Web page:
Tuesday, April 28, 2009

Jeanne Dielman by Chantal Akerman

Screening at OFS at NOON on Saturday May 2nd. Be there! Bring your friends. Let's hang out and talk about the film afterwards.

1 comment:

  1. I loved watching Jeanne Deilmann with a crew of people that were intent on thinking about it as a piece of feminist art. The attention paid to the film for those around me in the past was always as a Structuralist landmark film that happened to have feminist content(text)...having just watched "Saute Mi Ville" for the first time recently and finding out that Akerman made it when she grew frustrated at film school and just decided to make her own 35mm movie is totally cool too, totally punk in 1968! Endless props to Kanako for bringing all this to the foreground again!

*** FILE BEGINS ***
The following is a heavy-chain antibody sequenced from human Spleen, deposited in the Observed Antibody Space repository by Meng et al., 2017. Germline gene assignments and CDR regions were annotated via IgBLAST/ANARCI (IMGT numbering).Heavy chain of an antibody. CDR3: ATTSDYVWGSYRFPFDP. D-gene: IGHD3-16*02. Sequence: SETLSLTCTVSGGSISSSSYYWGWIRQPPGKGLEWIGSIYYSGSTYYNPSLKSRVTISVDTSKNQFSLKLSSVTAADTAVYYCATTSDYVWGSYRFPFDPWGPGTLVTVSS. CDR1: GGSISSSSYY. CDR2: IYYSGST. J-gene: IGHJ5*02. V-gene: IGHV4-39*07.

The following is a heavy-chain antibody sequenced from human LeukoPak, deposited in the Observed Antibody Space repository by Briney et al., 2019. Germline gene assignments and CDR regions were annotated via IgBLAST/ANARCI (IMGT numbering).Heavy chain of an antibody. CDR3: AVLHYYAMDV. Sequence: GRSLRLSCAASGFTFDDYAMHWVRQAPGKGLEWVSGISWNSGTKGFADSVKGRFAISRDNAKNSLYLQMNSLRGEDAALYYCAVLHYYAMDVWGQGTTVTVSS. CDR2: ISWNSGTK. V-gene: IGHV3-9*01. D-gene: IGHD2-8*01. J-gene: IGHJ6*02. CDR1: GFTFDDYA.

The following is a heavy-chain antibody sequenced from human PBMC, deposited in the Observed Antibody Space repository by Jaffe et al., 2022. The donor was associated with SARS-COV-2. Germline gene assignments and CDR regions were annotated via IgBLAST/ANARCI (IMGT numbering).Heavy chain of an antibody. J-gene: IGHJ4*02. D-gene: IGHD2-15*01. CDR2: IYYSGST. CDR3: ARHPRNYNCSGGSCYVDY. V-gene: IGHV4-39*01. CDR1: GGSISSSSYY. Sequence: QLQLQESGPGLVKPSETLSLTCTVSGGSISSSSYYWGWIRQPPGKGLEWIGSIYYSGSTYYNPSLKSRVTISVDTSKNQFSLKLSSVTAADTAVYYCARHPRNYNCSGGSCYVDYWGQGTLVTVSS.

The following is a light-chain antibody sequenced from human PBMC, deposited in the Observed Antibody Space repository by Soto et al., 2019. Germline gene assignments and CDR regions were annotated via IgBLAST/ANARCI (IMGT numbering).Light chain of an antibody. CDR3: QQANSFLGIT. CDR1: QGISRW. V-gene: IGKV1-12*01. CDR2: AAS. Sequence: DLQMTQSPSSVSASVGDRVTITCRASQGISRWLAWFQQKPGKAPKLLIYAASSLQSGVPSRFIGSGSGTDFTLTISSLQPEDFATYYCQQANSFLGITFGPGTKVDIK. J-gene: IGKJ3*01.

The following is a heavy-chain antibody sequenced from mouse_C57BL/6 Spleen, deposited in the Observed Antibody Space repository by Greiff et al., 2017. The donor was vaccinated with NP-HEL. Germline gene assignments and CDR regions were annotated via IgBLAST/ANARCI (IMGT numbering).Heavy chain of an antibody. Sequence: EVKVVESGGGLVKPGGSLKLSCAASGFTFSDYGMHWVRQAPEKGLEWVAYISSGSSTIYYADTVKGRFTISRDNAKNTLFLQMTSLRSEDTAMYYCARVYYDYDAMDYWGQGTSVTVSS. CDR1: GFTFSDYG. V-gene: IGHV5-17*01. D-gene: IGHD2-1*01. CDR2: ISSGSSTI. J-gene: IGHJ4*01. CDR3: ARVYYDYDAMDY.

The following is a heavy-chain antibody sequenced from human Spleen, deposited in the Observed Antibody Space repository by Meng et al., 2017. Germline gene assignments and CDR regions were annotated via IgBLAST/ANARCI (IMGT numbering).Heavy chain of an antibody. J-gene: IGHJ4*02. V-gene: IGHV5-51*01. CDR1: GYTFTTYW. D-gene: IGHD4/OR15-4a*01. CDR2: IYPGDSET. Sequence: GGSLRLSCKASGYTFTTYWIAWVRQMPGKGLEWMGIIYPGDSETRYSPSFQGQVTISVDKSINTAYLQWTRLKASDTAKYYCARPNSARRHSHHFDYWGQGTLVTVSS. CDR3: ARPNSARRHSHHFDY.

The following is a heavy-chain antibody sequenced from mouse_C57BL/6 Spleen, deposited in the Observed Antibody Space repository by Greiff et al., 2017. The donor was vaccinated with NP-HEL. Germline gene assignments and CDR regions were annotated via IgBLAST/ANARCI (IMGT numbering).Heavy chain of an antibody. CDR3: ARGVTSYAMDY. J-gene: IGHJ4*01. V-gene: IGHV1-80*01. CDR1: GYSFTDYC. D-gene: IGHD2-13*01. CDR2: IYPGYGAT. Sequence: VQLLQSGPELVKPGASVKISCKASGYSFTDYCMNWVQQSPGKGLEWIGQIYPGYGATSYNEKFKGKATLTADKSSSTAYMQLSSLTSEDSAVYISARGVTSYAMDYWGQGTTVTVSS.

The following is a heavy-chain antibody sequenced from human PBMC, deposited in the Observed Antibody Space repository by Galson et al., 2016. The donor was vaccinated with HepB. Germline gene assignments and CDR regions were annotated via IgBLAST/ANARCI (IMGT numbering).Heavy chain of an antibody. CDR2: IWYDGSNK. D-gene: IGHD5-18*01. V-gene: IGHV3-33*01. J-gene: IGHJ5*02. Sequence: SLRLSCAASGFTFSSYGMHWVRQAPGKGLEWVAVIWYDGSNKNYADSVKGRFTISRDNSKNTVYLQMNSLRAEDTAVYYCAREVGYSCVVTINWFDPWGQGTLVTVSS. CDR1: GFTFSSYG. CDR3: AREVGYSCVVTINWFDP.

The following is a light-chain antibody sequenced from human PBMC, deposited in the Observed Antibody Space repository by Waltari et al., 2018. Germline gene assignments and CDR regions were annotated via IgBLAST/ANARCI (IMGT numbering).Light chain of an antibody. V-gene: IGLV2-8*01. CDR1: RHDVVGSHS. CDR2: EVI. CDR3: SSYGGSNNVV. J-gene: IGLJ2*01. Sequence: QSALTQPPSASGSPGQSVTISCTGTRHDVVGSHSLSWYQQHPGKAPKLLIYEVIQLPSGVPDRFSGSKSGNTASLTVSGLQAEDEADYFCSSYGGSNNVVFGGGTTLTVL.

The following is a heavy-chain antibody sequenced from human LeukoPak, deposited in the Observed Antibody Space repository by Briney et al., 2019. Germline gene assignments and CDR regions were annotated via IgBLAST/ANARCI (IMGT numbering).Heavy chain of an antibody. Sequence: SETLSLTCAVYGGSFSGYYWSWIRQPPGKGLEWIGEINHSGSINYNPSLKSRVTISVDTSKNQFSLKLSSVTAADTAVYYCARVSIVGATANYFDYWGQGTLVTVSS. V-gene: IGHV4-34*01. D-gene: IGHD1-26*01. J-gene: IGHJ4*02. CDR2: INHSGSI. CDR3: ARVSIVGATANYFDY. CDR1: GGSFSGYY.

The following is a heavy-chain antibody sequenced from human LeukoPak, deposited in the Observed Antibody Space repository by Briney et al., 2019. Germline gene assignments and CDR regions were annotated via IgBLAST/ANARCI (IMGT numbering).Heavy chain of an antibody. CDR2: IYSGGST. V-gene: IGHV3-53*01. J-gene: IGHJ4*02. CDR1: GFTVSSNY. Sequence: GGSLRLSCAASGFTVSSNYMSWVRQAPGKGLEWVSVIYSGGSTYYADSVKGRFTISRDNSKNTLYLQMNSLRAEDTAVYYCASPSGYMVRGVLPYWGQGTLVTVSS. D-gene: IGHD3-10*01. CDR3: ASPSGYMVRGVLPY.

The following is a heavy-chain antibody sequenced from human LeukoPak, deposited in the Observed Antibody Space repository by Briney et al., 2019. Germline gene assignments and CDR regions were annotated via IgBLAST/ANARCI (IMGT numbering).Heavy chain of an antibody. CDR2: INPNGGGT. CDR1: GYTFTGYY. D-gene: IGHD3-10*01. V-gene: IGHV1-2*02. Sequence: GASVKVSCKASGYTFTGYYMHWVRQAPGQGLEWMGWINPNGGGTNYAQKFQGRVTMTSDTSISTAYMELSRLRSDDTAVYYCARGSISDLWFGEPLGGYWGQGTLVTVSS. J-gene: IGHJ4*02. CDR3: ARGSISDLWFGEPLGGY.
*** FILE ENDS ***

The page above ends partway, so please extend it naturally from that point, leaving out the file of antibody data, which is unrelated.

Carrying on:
I know there is a feeling about both movies that the violent endings don't do justice to all that leads up the endings...but to me the endings are a continuance of the mute violence, in Jeanne Deilman, and the external violence of "Saute mi Ville" (Blow Up My Town)...I don't have the seemingly requisite reaction to that violence that many do, I don't see it as a cop-out or a destruction of the structural poetry leading up to the violence that Jonas Mekas and many others accuses it of...the violence to me is a functional aspect of the films both formalistically and politically. The need for the interior life of the characters, that remains nearly mute via dialog and is only expressed in actions that are assigned or subverted, to be expressed is palpable...by the end of the 200 plus minutes of fragily contained tension in the rhythms of Jeanne Deilman, the control is released in a way that could only otherwise been left contained and thereby imprisoned. I've read an interpretation of Jeanne Deilman that she is having an orgasm with her last customer...that was my impression too...and so her composure that she doesn't come out of on her own, even in the quiet alone moments that we see her over the span of 48 hours...is shattered by the presence of the customer...and yet it is an orgasm...a literal climax to a movie, which in the Hollywood assembly line, that arguably defines cinematic meaning to the world, is often expressed in violence that, as any critic who is honest will divulge, also punishes the lead female for pursuing her desire whether material, sexual or even mental...so by taking the reins of violence herself she inverts the subjugation of the lead woman that is part of the common language of film...but it is she that is in control...for once! Amy Taubin, the feminist film critic, has a simple quiz...name one movie where the woman isn't punished for her desire...take it...it's unbeleiveable...in Jeanne Deilman, she sits in the dark waiting for the shit to hit the fan...or not...her punishment happens off screen if it happens...the really twisted thing though...the discordant notes that strike me at the end of both Jeanne Deilman and Saute Mi Ville and linger with me now is, what is the desire? Maybe someone can argue the case for one thing or another but to me it's absence is looming like the lack of dialog...the dramatic question of the movie isn't there on the surface to be dissected or dismissed...the absence then is there in the foreground...to feel.